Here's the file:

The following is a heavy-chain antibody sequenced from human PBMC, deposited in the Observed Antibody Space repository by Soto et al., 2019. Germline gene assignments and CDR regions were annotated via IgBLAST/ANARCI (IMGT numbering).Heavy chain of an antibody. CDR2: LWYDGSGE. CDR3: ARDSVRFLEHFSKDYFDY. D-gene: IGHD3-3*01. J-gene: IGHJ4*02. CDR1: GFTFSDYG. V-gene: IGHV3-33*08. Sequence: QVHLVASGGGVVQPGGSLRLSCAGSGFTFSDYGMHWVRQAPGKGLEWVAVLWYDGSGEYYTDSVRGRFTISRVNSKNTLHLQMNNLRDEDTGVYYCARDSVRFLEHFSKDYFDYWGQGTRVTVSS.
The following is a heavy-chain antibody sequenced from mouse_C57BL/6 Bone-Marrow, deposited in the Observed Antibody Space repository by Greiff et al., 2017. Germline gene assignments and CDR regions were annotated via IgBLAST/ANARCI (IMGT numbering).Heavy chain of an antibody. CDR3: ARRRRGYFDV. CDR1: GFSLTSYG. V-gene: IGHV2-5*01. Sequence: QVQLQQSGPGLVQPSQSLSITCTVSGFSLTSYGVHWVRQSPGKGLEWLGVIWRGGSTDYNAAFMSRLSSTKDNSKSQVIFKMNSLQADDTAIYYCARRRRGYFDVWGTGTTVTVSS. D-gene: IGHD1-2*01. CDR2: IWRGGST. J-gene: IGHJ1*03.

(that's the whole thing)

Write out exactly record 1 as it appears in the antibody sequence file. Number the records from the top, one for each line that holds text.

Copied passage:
The following is a heavy-chain antibody sequenced from human PBMC, deposited in the Observed Antibody Space repository by Soto et al., 2019. Germline gene assignments and CDR regions were annotated via IgBLAST/ANARCI (IMGT numbering).Heavy chain of an antibody. CDR2: LWYDGSGE. CDR3: ARDSVRFLEHFSKDYFDY. D-gene: IGHD3-3*01. J-gene: IGHJ4*02. CDR1: GFTFSDYG. V-gene: IGHV3-33*08. Sequence: QVHLVASGGGVVQPGGSLRLSCAGSGFTFSDYGMHWVRQAPGKGLEWVAVLWYDGSGEYYTDSVRGRFTISRVNSKNTLHLQMNNLRDEDTGVYYCARDSVRFLEHFSKDYFDYWGQGTRVTVSS.